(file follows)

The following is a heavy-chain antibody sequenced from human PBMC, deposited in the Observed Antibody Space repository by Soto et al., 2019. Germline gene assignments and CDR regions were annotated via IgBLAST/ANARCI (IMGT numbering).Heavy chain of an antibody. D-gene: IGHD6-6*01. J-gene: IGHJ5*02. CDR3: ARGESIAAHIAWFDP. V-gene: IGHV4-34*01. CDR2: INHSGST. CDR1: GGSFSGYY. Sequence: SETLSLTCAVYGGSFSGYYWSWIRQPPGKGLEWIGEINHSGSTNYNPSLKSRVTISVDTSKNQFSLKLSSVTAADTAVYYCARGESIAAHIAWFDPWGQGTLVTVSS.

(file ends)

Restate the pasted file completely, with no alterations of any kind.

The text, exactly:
The following is a heavy-chain antibody sequenced from human PBMC, deposited in the Observed Antibody Space repository by Soto et al., 2019. Germline gene assignments and CDR regions were annotated via IgBLAST/ANARCI (IMGT numbering).Heavy chain of an antibody. D-gene: IGHD6-6*01. J-gene: IGHJ5*02. CDR3: ARGESIAAHIAWFDP. V-gene: IGHV4-34*01. CDR2: INHSGST. CDR1: GGSFSGYY. Sequence: SETLSLTCAVYGGSFSGYYWSWIRQPPGKGLEWIGEINHSGSTNYNPSLKSRVTISVDTSKNQFSLKLSSVTAADTAVYYCARGESIAAHIAWFDPWGQGTLVTVSS.